1. Chapter 2, Exercise 2 (no turn-in)
  2. Expression parser (due: Class 5, 9 Pts), PrettyPrinter template, Grammar template, Makefile, test.tar.gz,

Class 3: Interpretation (09/18/06)

Material from the textbook
Chapter 3
Useful links
Visitor pattern
  1. Chapter 3, Exercise 1 (no turn-in)

Class 4: ML (09/20/06)

Material from the textbook
Chapter 5
  1. Chapter 5, Exercises 1-14 (no turn-in)
  2. Chapter 5, Exercise 15 (due: Class 5, 3 Pts)
  3. Interpreter for Operator Language (due: Class 8, 10 Pts), expressions.jj, expressions.html, tests.tgz,, Makefile

Class 5: Higher-order Functions (09/25/06)

Material from the textbook
Chapter 9
Useful links
Why Functional Programming Matters
  1. Chapter 9, Exercise 27 (no turn-in)
  2. Higer-order functions in C or C++ (same general problem statement as for the Java version; no turn-in)
  3. Higher-order functions in Java (due: Class 9, 5 Pts)

Class 6: Types (9/27/06)

Material from the textbook
Chapter 6 and Chapter 8
Useful links
  1. Chapter 6, Exercise 4 (due: Class 7, 3 Pts)
  2. Chapter 8, Exercise 3 (due: Class 7, 3 Pts)
  3. Chapter 8, Exercise 5 (no turn-in)

Class 7: Patterns (10/02/06)

Material from the textbook
Chapter 7
  1. Chapter 7, Exercise 7 (due: Class 8, 3 Pts)

Class 8: Scope (10/04/06)

Material from the textbook
Chapter 10 and Chapter 12
  1. Extended Interpreter (due: Class 11, 10 Pts), statements.jj, statements.html, Makefile,, tests.tgz
  2. Chapter 10, Exercise 5 (no turn-in)

Class 9: Calls (10/09/06)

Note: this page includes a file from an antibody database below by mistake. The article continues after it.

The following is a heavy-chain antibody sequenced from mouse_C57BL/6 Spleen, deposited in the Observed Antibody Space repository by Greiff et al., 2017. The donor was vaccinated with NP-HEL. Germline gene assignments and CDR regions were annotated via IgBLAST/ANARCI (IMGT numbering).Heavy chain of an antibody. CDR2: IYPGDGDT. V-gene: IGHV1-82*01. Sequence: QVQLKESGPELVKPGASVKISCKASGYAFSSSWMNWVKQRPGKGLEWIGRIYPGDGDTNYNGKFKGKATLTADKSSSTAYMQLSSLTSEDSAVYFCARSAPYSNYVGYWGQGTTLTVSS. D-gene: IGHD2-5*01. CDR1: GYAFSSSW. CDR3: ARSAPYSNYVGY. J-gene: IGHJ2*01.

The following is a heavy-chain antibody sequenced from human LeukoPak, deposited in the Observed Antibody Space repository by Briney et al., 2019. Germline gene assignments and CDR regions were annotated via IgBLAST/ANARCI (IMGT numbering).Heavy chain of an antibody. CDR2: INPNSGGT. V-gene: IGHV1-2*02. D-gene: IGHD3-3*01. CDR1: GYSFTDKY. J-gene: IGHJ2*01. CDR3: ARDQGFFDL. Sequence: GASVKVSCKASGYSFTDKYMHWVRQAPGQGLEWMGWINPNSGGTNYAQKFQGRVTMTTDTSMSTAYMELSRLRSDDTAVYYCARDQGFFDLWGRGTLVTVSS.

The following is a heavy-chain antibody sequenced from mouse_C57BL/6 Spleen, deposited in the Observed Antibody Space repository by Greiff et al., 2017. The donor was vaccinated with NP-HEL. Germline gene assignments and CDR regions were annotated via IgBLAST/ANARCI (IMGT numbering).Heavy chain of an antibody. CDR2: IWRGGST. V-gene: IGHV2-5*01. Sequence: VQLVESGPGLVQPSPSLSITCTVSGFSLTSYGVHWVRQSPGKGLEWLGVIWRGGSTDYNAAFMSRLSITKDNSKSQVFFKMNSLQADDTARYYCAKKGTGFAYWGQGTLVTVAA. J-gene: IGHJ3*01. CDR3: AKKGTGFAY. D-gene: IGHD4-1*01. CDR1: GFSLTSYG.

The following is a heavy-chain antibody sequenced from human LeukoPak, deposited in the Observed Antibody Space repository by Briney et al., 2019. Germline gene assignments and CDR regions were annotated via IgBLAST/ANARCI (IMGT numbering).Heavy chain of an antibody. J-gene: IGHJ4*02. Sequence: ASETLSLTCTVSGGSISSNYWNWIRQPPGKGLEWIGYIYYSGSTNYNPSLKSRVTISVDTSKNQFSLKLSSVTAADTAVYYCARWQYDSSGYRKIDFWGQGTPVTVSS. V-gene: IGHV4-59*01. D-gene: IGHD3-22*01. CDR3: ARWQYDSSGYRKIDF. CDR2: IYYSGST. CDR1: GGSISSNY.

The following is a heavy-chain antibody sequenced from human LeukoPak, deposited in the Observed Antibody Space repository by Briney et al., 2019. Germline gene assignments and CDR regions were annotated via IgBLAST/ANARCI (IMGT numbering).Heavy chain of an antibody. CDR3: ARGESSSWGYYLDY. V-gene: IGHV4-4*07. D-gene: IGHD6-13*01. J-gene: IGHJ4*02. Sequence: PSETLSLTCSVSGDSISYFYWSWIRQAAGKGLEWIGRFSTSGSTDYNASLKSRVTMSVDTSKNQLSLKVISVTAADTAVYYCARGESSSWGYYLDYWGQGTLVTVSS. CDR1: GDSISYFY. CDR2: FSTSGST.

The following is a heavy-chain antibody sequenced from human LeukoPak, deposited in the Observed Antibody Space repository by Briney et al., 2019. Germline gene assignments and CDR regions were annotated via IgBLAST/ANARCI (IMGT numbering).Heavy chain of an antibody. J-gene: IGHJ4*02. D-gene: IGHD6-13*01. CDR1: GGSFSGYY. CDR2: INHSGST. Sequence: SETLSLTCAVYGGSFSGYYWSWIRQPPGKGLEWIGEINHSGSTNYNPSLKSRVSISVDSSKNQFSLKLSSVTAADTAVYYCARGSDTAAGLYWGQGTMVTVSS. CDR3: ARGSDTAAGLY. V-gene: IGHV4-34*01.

Material from the textbook
Chapter 18
  1. Chapter 18, Exercise 1 (no turn-in)
  2. Chapter 18, Exercise 6 (due: Class 11, 3 Pts)
  3. Chapter 18, Exercise 7 (due: Class 11, 3 Pts)

Class 10: Midterm (10/11/06)

Class 11: References and Pointers (10/16/06)

Material from the textbook
Chapter 13 and Chapter 14
Useful links
Introduction to memory management
  1. Imperative Interpreter (due: Class 15, 10 Pts), functions.jj, functions.html, tests.tgz,, Makefile
  2. Chapter 13, Exercise 6 (no turn-in)

Class 12: Classes (10/18/06)

Material from the textbook
Chapter 15, Chapter 16 and Chapter 17
  1. Object-oriented Interpreter (due: Class 19, 10 Pts), objects.jj, objects.html, Makefile, tests.tgz

Class 13: General Purpose Scripting Languages (10/23/06)


Class 14: Prolog (10/30/06)

Material from the textbook
Chapter 19 and Chapter 20
Useful links
Prolog Tutorial

Class 15: Domain Specific Scripting Languages and Prolog Practice (11/01/06)

  1. Chapter 20, Exercise 6 (due: Class 20, 3 Pts)
Useful links
Unification Theory

Class 16: Cost Models (11/06/06)

Material from the textbook
Chapter 21
  1. Chapter 21, Exercise 4 (due: Class 18, 3 Pts)

Class 17: Formal Semantics (11/08/06)

Material from the textbook
Chapter 23

Class 18: Type Systems Revisited (11/13/06)

Useful links
Featherweight Java

Class 19: Review (11/15/06)

Material from the textbook
Chapter 24

Class 20: Final Exam (11/20/06 - 3pm (!))


Grades will be e-mailed to the e-mail address given with the request for creating the subversion account. For how to interpret the e-mailed grades please contact the TA.

Christian Grothoff
Last modified: Thu Jan 25 15:44:28 MST 2007